Wednesday, August 06, 2008

The grimace works

Cynics may wish to consign blunted and industrial beats from the rave-breaks-hip-hop junction back in the 90s bin where they came from but Michael Forrest has kept the faith in those riddims and in Majectica Electical – his third full-length and available for free download for a while – they’re really made to work. The nuum of rhythmic experimentation may be seen halting but I see no exhaustion from this producer. The glitchy top-end and processed-but-live brass instrumentation still counterpoint the beats, and other elements come to the fore.

Greater weight is given for ‘electronic’ textures; clean lines of output are given space to work as in Dreaming of Polygamy, sometimes allowed to dominate as in Half Blank Face. Mike has also bowed to the beauty of the simple banger, as Horoskope adds snarly bass and the again-acceptable vogue for kicking but not too fast hip-hop beats, and takes a trip to a bastard church in space. Varied time-signatures abound elsewhere, and we still get cacophonic free-for-alls – such as throughout Why Do You Want a Record Deal? (inviting the A&R to say 'you won’t get one with this ‘noise’!, though a wierd shoegazey voice offsets that), and further nagging sounds come in Some Day and the intro of Go Columbo.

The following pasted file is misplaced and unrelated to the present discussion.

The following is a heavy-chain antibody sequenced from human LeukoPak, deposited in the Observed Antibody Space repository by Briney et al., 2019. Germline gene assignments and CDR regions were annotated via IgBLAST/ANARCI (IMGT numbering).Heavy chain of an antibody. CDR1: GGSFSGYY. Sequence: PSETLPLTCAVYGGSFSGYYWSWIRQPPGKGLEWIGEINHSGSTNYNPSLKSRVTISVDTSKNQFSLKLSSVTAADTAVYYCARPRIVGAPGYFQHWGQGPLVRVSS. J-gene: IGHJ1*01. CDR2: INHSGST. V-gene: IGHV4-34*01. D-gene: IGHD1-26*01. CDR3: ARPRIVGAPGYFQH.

Anger Belly – the tune Mike lost the original of last year, the one appropriating the Crazy Frog ringtone – comes down a bpm or two from the version that first went online, makes the main break a bit heavier for the head nodders and there are more strangulated voices towards the end. Its iteration doesn’t lose its sense of irritation, or its pop-dance brilliance.

Earlier this year, Mike left corporate computer world tedium to give himself time to do this properly. With Majectical Electical he is still exploring possibilities and, importantly, having fun with electronic dance music and not refining his sound to any one genre. He is clearly reaping the benefits of not working in one scene, to one template, or by treating the past glories of producer heroes as a venerable canon. For all that though his work over three albums and his auteur-producer vision deserve some context and some wider props. Mike says ‘this is the one’ and I’m loth to disagree, though greater wordsmiths than me will be able to do justice to the depth of experimental musicality at work here.

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Eraserhead Radiator Song reworking
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